Asus Zenfone AR Review
Asus Zenfone AR
- Support for both Daydream VR and Google Tango
- Great display
- Quick performance
- Good camera
- Impressive audio quality
- Heats up very easily
- Poor battery life
- Not water resistant
- Very expensive
- Not compelling if you're not interested in Tango
Asus Zenfone AR Review – Go Beyond Reality with AR and VR.
Asus ZenFone AR is the world’s first 5.7-inch smartphone with Tango and Daydream by Google. Tango is an exciting new augmented reality (AR) technology that changes the way you interact with the world and expands your vision. And with Daydream, you can experience high-quality, immersive virtual reality (VR) with your phone.
Tango is a set of sensors and computer vision software that gives ZenFone AR the ability to understand space and motion like humans do, which gives ZenFone AR augmented reality capabilities that feel positively futuristic. Tango adds motion tracking, depth perception, and area learning capabilities to ZenFone AR, so it can understand its motion as it moves through an area, detect how far away it is from the floor, walls, and objects, and see and remember the key visual features of a physical space in three-dimensional space.
ZenFone AR is equipped with the innovative TriCam system consisting of three rear cameras — a motion tracking, depth sensing, and high-resolution 23MP camera — that enable the phone to a create a three-dimensional model of its surroundings and track its motion, so it can see the world just like you do. The motion tracking camera lets ZenFone AR track its location as it moves through space. The depth sensing camera with an infrared (IR) projector lets ZenFone AR measure its distance from real-world objects. The high-resolution 23MP camera lets you view virtual objects in your actual environment in stunning detail. Together with Tango, ZenFone AR delivers engaging augmented reality experiences for you to explore and enjoy.
|Disclaimer||If you see any error or incomplete data, please Contact Us.|
|Dimensions||158.7 x 77.7 x 9 mm (6.25 x 3.06 x 0.35 in)|
|Weight||170 g (6.00 oz)|
|Display||Super AMOLED capacitive touchscreen, 16M colors|
|5.7 inches, 89.6 cm2 (~72.6% screen-to-body ratio)|
|1440 x 2560 pixels, 16:9 ratio (~515 ppi density)|
|Yes, up to 10 fingers|
|Corning Gorilla Glass 4|
|- ASUS ZenUI 3.0|
|OS||Android 7.0 (Nougat)|
|Chipset||Qualcomm MSM8996 Snapdragon 821|
|CPU||Quad-core (2x2.35 GHz Kryo & 2x1.6 GHz Kryo)|
|Card slot||microSD, up to 256 GB (uses SIM 2 slot)|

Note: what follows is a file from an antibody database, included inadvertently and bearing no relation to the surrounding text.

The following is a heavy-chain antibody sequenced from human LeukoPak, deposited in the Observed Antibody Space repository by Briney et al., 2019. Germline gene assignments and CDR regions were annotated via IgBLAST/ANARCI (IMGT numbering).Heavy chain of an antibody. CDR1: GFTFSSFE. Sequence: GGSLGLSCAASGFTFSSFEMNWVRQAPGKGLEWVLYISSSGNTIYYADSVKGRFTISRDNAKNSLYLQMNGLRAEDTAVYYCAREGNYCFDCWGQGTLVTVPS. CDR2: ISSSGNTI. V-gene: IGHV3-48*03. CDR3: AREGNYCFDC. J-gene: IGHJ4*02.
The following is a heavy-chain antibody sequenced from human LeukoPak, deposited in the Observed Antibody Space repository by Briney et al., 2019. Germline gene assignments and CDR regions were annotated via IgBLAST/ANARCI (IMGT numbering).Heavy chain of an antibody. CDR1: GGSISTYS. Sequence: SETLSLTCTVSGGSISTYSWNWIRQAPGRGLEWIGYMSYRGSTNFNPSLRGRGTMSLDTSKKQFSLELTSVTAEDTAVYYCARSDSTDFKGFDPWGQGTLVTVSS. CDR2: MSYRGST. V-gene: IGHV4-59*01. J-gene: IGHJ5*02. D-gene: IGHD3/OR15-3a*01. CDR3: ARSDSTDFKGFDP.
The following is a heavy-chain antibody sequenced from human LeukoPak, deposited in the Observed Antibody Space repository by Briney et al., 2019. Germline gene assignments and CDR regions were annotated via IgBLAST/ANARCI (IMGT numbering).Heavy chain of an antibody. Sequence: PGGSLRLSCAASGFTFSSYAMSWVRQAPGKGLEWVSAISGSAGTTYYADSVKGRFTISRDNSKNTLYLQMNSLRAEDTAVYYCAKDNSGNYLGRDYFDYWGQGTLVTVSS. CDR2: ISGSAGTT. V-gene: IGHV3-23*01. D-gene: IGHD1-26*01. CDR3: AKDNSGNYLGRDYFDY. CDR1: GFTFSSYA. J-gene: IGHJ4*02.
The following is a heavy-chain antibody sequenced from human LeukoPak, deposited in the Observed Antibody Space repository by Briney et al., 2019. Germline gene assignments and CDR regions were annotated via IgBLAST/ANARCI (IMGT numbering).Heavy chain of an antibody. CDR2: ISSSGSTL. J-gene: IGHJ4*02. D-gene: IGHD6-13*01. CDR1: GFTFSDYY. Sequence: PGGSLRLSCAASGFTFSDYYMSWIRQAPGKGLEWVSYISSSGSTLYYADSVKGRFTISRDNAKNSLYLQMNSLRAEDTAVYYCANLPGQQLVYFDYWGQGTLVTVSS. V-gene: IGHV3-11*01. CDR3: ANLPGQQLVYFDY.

|Internal Memory||64/128/256 GB, GB, 6/8 GB RAM|
|Primary Camera||23 MP, f/2.0, OIS (4-axis), 3x zoom, phase detection autofocus, depth & motion tracking sensors|
|1/2.6" sensor size, 1 µm pixel size, geo-tagging, touch focus, face detection, HDR, panorama|
|Video||[email protected], [email protected]|
|Secondary Camera||8 MP, f/2.0, 1080p|
|Alert types||Vibration; MP3, WAV ringtones|
|- 24-bit/192kHz audio|
|- DTS Headphone X|
|- DTS HD sound enhancement|
|- Active noise cancellation with dedicated mic|
|WLAN||Wi-Fi 802.11 a/b/g/n/ac, dual-band, WiFi Direct, hotspot|
|Bluetooth||4.2, A2DP, LE|
|GPS||Yes, with A-GPS, GLONASS, BDS|
|USB||2.0, Type-C 1.0 reversible connector, USB On-The-Go|
|Sensors||Fingerprint (front-mounted), accelerometer, gyro, proximity, compass, barometer|
|Battery||Non-removable Li-Ion 3300 mAh battery|
Lenovo’s Phab2 Pro might have been first, but the Asus ZenFone AR’s superior hardware makes it the best Tango device yet. That’s not really saying much, though: The Tango experience isn’t much better than it was a year ago, and there still isn’t much there to win over people who haven’t already bought into Google’s AR vision. If you’re already tantalized by the potential of augmented reality to change how we see the world, the Asus ZenFone AR is worth looking into. For literally everyone else who just wants a damn good all-around smartphone, there’s little here for you.
If you’re an Asus fan, we suggest waiting for the ZenFone 4 Pro to see if the problems found here are remedied in the company’s true flagship device. If AR is super important to you, then you can buy the ZenFone AR and know that you’ll have a decently performing phone with dreadful battery life, heating issues, and an inconsistent camera behind its marquee feature. Otherwise, in the $600 – $700 range – and even below this – there’s a wealth of better options. The LG G6, OnePlus 5, U11 – even the Galaxy S8 is now within this price-point. It’s hard to see why anyone should choose the ZenFone AR over these better executed, better looking, flagship heavyweights.
The Asus ZenFone AR is an example of a new direction that the smartphone industry could head in. Instead of simply beefing up the internals, Asus offers a set of new experiences on a single smartphone. What the ZenFone AR offers at the moment is unique, but it is a niche product for people who might have a use for AR, rather than a great phone which also has that feature. If you want to be among the first to experience AR, or simply show off, this is the phone for you.
If you are a developer looking to work on AR or VR related apps for Android, the Asus ZenFone AR could be a great tool. The same can be said for individuals or companies looking to leverage augmented reality to demonstrate their products. Apart from this, the specs do make this phone feel a little out of place at its current price. If you want a highly polished flagship experience, look at the HTC U11 , Sony Xperia XZ Premium or OnePlus 5 nstead.
A few months ago, we couldn’t have imagined spending this much money on an Asus phone. It’s still a stretch.
The phone has some of the hardware needed to justify this kind of expense, but not quite enough, and the design is just a little too plain. It’s an early adopter AR tax, the price you pay for a smarter tri-sensor array on the back.